His representative, Angelo Ellerbee, confirmed to USA TODAY on Monday that Mtume died on Sunday, six days after his birthday. His cause of death is not yet known.
Mtume was born on January 3, 1946 in Philadelphia, Pennsylvania, into an illustrious family of musicians: his father was saxophonist Jimmy Heath, his uncles were bassist Percy Heath and drummer Albert Heath, and he was raised by his stepfather James Forman. a pianist
Mtume spoke about his musical education in an interview with him Associated press in 2018, describing how Forman exposed him to great musicians.
“I would say that I had a very special childhood growing up,” he said. “My biological father, James Heath, is a world-renowned saxophonist for the famous Heath Brothers. But the father who raised me, and I don’t use the word stepfather, was James Forman, who was also a jazz musician. He played with Dizzy Gillespie, Charlie Parker and all those people. So when I’m growing up, maybe at dinner one night, there’s Dizzy Gillespie, another night, there’s John Coltrane (or) Thelonious Monk.
“I was only 10, so I didn’t know how deep it was, but I knew it was extraordinary to hear these conversations with these great jazz musicians. At the same time, I’m growing up hearing the birth of R&B and soul, there’s James Brown, The Temptations, Motown, so I had a very interesting musical line-up to come. “
In 1966, Mtume went to Pasadena College on a swimming scholarship and was drawn to the cultural and political changes taking place in the country at the time. After joining a branch of the Black Power Movement, the African Mulana Kurenga (author and creator of the Pan-African and African-American holiday of Kwanzaa) gave him a new surname in Swahili: “Mtume” which means messenger or prophet.
Throughout his career, Mtume collaborated with various jazz giants, including Duke Ellington, McCoy Tyner, Freddie Hubbard, and Sonny Rollins. In 1971, Miles Davis saw Mtume at a New York City performance at the Village Vanguard and shortly thereafter invited him to join his band. Mtume toured with Davis for five years.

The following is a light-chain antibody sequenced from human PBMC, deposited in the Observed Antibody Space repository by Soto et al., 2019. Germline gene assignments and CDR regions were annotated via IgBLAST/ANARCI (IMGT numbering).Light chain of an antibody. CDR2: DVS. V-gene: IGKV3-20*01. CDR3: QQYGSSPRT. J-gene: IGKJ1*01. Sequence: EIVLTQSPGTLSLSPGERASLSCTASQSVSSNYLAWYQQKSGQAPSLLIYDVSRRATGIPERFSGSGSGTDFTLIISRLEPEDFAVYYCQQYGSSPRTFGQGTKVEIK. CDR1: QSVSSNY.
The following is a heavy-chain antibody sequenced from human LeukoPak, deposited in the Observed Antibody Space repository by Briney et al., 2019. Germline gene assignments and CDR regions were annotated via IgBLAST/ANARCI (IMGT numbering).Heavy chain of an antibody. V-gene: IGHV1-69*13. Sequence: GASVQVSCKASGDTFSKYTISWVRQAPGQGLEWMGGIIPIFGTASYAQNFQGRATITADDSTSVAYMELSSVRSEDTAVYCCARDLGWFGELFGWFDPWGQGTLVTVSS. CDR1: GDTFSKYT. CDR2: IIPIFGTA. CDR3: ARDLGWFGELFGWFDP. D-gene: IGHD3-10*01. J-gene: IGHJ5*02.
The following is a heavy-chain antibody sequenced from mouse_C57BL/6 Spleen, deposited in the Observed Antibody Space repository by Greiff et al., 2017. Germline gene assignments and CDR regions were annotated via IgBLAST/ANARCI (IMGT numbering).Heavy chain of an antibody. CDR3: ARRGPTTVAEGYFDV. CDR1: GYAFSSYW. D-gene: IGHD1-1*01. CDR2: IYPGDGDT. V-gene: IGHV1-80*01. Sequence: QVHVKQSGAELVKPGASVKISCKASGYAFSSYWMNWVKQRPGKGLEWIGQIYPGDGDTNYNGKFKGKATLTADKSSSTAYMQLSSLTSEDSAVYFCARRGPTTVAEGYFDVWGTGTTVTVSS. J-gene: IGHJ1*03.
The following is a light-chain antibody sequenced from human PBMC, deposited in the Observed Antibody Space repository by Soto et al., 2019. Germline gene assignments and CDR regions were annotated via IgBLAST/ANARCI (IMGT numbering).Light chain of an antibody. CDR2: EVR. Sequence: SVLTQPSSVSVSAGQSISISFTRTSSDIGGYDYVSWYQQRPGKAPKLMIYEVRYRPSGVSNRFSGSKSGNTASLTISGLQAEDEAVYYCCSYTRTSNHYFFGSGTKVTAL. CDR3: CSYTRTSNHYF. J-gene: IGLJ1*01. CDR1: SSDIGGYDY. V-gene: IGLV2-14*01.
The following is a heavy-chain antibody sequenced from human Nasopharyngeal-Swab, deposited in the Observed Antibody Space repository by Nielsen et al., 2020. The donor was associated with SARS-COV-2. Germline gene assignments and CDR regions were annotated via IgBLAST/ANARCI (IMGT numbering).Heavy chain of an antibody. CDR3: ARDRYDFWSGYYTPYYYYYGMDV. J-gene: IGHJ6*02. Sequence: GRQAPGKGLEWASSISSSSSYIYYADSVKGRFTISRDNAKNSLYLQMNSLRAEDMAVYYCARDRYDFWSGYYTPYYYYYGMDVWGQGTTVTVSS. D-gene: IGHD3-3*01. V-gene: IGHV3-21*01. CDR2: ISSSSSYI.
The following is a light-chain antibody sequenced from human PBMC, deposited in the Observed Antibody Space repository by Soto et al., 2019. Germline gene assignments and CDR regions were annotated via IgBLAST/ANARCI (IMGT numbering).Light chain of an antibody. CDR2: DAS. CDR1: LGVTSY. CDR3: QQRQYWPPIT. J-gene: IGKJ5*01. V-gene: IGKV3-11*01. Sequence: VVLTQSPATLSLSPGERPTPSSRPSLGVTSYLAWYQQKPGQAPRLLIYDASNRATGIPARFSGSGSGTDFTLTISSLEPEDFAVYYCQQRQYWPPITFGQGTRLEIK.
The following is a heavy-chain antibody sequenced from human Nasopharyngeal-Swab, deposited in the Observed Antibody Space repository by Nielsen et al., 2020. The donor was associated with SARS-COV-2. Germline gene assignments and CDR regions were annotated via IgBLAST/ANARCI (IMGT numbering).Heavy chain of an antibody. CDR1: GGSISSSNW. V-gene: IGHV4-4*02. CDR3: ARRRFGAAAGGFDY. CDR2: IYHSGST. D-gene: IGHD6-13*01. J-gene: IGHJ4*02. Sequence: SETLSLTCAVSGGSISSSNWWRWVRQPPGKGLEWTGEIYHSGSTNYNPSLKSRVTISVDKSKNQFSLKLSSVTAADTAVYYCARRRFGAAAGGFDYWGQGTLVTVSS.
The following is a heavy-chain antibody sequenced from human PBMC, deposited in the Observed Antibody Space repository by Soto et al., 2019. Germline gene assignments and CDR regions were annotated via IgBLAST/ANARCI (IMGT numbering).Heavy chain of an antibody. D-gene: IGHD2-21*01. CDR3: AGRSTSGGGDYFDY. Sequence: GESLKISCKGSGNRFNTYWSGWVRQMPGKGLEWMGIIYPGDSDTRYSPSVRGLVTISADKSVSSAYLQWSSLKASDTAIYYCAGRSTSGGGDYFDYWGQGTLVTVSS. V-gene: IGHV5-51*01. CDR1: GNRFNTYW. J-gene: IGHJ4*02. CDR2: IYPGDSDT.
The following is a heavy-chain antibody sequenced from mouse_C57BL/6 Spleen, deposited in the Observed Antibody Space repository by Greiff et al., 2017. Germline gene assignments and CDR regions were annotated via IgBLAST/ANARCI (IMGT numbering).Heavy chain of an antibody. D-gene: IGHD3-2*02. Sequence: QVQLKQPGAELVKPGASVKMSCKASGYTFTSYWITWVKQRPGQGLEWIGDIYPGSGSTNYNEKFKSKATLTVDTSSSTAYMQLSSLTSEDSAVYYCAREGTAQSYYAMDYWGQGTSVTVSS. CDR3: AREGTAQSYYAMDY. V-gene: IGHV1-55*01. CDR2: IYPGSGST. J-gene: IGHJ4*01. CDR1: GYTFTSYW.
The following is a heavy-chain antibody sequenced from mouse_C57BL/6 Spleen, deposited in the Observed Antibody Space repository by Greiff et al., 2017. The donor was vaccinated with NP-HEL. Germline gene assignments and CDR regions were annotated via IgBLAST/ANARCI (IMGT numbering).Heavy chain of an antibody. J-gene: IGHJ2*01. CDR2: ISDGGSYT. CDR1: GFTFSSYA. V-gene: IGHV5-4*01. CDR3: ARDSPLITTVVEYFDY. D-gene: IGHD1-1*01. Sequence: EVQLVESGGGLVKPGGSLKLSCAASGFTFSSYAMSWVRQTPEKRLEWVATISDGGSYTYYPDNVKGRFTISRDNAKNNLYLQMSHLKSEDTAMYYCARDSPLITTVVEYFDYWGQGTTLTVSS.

“People ask me, where did I go to school, and I say, ‘MD University,’ you understand?” He told the Associated Press. “The main lesson I learned from Miles is to never stand still, always keep going. He said, ‘When you cross a bridge, burn it down. So you can’t even go back even if you wanted to. That was his message: keep pushing the limits of music. “
And that’s exactly what Mtume did, forming his own musical genre, a combination of soul, jazz, and funk that he called “Sophistifunk,” in the 1970s.
He used this style to create several hit songs, such as “The Closer I Get to You” and “Back Together Again” by Roberta Flack and Donny Hathaway, and “Whatcha Gonna Do With My Lovin ‘” and “Never Knew Love Like” by Stephanie. Mills. This Before, “the latter of which earned Mtume and guitarist / partner Reggie Lucas the Grammy Award for best R&B song.
In the 1980s, Mtume formed the R&B group of the same name. The group had five best-selling albums and eleven R&B hits. With Tawatha Agee on lead vocals, the band’s salacious 1982 song “Juicy Fruit” became a heavily sampled tune and was used as the basis for at least 70 songs, most notably by The Notorious BIG on their first single. solo, “Juicy”. Faith Evans for “Faithfully”, Keyshia Cole on her single “Let It Go” and Tamar Braxton on her hit single “The One”.
Mtume also composed film scores, such as 1986’s “Native Son,” and served as music supervisor for the 1994 Fox crime drama “New York Undercover.” He also co-hosted the “Open Line” community talk series, previously on New York City station WBLS FM, for 18 years.
The Prophet is survived by his wife Full Prophet; brother Jeffrey Forman; sons Faulu Apóstol and Richard Johnson; daughters Benin Apostle, Eshe King, Ife Prophet and Sanda Lee; and grandchildren Sugar Prophet, Yamani Prophet, Craig McCargo, Water Prophet, Aya Prophet, and Jhasi Prophet.
Contributing: Associated Press
George is Digismak’s reported cum editor with 13 years of experience in Journalism